Kim Jong Un may be planning an ‘October surprise’
Missile trucks gathering in Pyongyang. Activity at a key North Korean submarine facility. South Korean media reports about a possible U.S. visit by Kim Jong Un’s sister.
After months of relative silence, North Korea has begun to stir in recent weeks, with signs that the regime is preparing for a fresh flourish of military might. That’s stoked speculation that Kim might be planning an October surprise for President Donald Trump before the U.S. leader faces reelection on Nov. 3.
North Korea clearly favors Trump, extolling his “mysteriously wonderful” chemistry with Kim, while denouncing Democratic nominee Joe Biden as a “rabid dog” whose candidacy is “enough to make a cat laugh.” Still, Kim may want to use the election spotlight to press his case for a deal to relax the international sanctions keeping his economy in recession.
The North Korean regime has a history stretching back decades of timing provocations around U.S. elections to grab maximum attention, according to a study by Beyond Parallel. The stakes may be one reason why South Korean President Moon Jae-in made a fresh plea for peace at the United Nations this week.
Here’s some things to watch out for in October:
1. Missile Parade
Satellite images indicate that Kim is drilling for a military parade, expected to coincide with its massive celebration for the 75th anniversary of its ruling Workers’ Party on Oct. 10. Recent imagery indicates a probable missile-related transport vehicle is near the training ground, the 38 North website said this week.
North Korea has used these parades before to show off its latest missiles. The one to watch this time would be an intercontinental ballistic missile that incorporates solid-fuel technology. This type of missile would be quicker to deploy and launch than the current liquid-fuel models — giving the U.S. less time to take it out on the pad or ready itself to intercept the rocket in the air.
Rolling out such a weapon now would show whoever wins the election that North Korea is increasing its ability to deliver a nuclear warhead that can hit the U.S. mainland. It would also undermine Trump’s assertion that his diplomacy made sure North Korea was “no longer a nuclear threat.”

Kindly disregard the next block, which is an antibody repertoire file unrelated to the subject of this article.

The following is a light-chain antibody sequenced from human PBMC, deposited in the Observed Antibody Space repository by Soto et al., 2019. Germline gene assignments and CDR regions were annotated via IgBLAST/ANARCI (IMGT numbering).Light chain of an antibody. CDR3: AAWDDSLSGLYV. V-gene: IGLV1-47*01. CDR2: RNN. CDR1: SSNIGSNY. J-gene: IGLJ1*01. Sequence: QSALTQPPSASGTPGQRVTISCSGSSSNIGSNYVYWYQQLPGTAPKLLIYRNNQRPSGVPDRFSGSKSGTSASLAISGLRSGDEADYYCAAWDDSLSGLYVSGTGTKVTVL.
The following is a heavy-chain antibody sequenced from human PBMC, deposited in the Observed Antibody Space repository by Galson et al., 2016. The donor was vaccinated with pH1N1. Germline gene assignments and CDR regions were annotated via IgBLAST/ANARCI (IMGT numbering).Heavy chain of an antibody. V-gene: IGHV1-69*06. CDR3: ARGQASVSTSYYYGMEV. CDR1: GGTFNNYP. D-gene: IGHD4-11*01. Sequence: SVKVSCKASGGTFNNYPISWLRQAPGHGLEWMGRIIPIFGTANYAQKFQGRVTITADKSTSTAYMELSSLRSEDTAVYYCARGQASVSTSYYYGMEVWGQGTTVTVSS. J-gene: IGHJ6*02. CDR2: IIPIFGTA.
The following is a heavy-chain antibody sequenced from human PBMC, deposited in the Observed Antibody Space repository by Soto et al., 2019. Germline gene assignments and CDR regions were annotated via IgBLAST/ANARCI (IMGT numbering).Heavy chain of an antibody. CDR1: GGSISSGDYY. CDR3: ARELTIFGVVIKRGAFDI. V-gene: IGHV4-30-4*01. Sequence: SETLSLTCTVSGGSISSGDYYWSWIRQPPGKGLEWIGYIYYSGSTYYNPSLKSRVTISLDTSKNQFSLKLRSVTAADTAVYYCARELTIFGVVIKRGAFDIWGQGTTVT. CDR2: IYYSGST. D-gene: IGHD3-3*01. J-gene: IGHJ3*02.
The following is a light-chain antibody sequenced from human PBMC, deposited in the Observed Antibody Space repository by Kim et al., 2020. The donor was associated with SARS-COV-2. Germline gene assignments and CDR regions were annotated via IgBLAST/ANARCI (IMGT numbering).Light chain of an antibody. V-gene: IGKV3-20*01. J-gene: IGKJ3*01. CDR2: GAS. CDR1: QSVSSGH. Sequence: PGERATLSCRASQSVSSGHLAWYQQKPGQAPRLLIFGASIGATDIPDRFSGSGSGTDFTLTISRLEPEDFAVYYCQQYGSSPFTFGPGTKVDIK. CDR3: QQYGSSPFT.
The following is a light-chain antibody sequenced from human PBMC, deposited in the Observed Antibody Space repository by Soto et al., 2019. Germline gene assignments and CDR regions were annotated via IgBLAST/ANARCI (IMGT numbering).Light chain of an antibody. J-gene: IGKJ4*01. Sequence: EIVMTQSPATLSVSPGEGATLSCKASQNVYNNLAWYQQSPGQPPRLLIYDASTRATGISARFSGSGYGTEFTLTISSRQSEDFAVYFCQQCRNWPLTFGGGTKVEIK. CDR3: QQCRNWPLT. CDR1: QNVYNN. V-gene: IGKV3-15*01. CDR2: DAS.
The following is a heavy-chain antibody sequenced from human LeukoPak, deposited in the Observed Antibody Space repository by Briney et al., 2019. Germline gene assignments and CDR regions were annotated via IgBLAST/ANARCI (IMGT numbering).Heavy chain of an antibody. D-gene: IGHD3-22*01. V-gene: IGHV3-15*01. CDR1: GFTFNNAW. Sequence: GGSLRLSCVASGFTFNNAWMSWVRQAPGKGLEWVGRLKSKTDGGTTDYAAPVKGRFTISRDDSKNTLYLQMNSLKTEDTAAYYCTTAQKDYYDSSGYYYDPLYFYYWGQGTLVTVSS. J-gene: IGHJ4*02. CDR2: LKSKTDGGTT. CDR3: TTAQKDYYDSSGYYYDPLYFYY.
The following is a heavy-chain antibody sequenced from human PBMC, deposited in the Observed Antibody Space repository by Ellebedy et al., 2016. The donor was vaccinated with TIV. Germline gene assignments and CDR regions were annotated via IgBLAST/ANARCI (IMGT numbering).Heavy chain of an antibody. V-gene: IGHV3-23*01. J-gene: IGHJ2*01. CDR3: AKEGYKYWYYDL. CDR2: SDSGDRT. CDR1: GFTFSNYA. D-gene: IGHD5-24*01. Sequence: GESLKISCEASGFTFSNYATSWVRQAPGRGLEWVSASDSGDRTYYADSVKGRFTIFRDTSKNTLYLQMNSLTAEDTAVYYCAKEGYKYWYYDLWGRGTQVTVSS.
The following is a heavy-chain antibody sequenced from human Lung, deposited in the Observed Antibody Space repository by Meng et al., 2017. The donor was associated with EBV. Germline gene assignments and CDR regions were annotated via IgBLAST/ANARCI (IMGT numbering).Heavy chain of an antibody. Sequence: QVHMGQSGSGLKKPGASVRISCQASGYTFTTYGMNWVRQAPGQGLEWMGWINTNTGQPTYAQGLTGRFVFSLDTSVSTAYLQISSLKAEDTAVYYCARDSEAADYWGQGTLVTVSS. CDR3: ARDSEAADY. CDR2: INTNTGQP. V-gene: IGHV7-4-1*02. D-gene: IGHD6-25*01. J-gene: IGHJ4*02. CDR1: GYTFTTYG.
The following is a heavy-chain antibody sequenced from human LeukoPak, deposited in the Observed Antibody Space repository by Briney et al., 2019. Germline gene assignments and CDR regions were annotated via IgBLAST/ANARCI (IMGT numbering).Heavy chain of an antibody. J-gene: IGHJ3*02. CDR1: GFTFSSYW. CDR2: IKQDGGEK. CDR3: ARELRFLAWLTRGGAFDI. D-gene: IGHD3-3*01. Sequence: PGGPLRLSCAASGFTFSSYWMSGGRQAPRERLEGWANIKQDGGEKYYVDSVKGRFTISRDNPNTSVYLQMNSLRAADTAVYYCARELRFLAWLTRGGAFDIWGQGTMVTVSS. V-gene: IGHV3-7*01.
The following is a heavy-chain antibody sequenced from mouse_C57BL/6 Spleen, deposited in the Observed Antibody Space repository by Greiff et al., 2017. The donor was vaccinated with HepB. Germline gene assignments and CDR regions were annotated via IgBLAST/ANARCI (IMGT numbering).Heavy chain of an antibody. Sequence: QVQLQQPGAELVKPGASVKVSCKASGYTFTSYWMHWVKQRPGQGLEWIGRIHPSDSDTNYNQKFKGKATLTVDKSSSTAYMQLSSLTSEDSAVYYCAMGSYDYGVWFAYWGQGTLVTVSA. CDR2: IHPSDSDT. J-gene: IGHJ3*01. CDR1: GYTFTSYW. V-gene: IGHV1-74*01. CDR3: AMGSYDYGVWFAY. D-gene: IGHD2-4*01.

2. New Submarine
Satellite imagery also shows increased activity around the Sinpo Shipyard where North Korea has been building a new submarine that could launch nuclear-capable missiles, according to 38 North. Just one submarine — even a relatively low-tech noisy one — lurking off the Korean Peninsula, would give U.S. military planners a dangerous new threat to consider in the event of any conflict.
With an October launch, Kim would signal that he is raising the costs of any American-led military action and reducing Washington’s leverage toward eliminating his nuclear arsenal. This could also make good on Kim’s new year’s threat to deploy a “new strategic weapon.”
3. Sub-Fired Missile
North Korea has also been developing a new missile designed to be launched from a submarine, a necessary step to making Kim’s fleet a credible nuclear threat. A year ago, it launched a solid-fuel Pukguksong-3 missile from an underwater platform, demonstrating an estimated maximum range of about 1,900 kilometers (1,181 miles).
The next step would be to launch one from a submarine. While Trump played down the last launch, a proven sub-launched weapon increases North Korea’s ability to fire missiles at sea and puts pressure on the U.S. to offer up concessions if the two sides ever get back to nuclear negotiations.
4. Fresh Talks
There’s an October surprise of another sort: Trump and Kim could reopen talks. The U.S. president, who has touted his personal diplomacy with Kim as one of his most significant diplomatic achievements, could try to burnish those credentials with a fourth face-to-face meeting.
Kim has his own incentives to make concessions and help reelect Trump, who has shrugged off the regime’s missile tests and criticized the presence of American troops on the Korean Peninsula. South Korea’s Chosun Ilbo newspaper speculated earlier this month, without citing anyone, that Kim’s younger sister, Kim Yo Jong, might visit Washington as her brother’s envoy, the first time a member of the ruling family has been to the U.S.
5. The Sound of Silence
Then, again Kim Jong Un could just continue to bide his time. The regime has been especially erratic this year, halting a record run of missile launches only to suddenly blow up liaison office that South Korea built to serve as a de facto embassy between the two sides.
In June, North Korea’s foreign minister said the country saw no benefit to engaging in talks with the U.S., accusing Washington of breaking its word made at the first summit between Trump and Kim. Meanwhile, North Korea has been busy building a stockpile of fissile materials and warheads, making itself a more powerful foe for whoever wins the race for the White House.
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